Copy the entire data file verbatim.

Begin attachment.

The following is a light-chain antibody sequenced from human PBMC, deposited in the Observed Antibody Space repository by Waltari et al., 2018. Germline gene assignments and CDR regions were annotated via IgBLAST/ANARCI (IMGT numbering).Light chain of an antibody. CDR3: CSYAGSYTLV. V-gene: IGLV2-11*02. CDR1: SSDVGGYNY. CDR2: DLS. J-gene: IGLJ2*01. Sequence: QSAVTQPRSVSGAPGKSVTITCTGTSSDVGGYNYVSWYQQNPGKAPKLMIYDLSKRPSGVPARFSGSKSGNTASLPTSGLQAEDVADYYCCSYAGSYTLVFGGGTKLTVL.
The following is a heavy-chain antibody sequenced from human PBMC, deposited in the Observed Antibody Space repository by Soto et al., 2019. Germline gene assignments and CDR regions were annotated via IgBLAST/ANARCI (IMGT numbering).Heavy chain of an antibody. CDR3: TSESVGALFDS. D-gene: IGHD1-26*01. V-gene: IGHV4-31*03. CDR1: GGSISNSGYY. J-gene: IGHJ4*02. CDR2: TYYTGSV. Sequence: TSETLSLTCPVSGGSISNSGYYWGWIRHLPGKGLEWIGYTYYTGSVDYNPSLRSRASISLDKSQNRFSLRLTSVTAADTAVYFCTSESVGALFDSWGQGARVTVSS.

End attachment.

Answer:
The following is a light-chain antibody sequenced from human PBMC, deposited in the Observed Antibody Space repository by Waltari et al., 2018. Germline gene assignments and CDR regions were annotated via IgBLAST/ANARCI (IMGT numbering).Light chain of an antibody. CDR3: CSYAGSYTLV. V-gene: IGLV2-11*02. CDR1: SSDVGGYNY. CDR2: DLS. J-gene: IGLJ2*01. Sequence: QSAVTQPRSVSGAPGKSVTITCTGTSSDVGGYNYVSWYQQNPGKAPKLMIYDLSKRPSGVPARFSGSKSGNTASLPTSGLQAEDVADYYCCSYAGSYTLVFGGGTKLTVL.
The following is a heavy-chain antibody sequenced from human PBMC, deposited in the Observed Antibody Space repository by Soto et al., 2019. Germline gene assignments and CDR regions were annotated via IgBLAST/ANARCI (IMGT numbering).Heavy chain of an antibody. CDR3: TSESVGALFDS. D-gene: IGHD1-26*01. V-gene: IGHV4-31*03. CDR1: GGSISNSGYY. J-gene: IGHJ4*02. CDR2: TYYTGSV. Sequence: TSETLSLTCPVSGGSISNSGYYWGWIRHLPGKGLEWIGYTYYTGSVDYNPSLRSRASISLDKSQNRFSLRLTSVTAADTAVYFCTSESVGALFDSWGQGARVTVSS.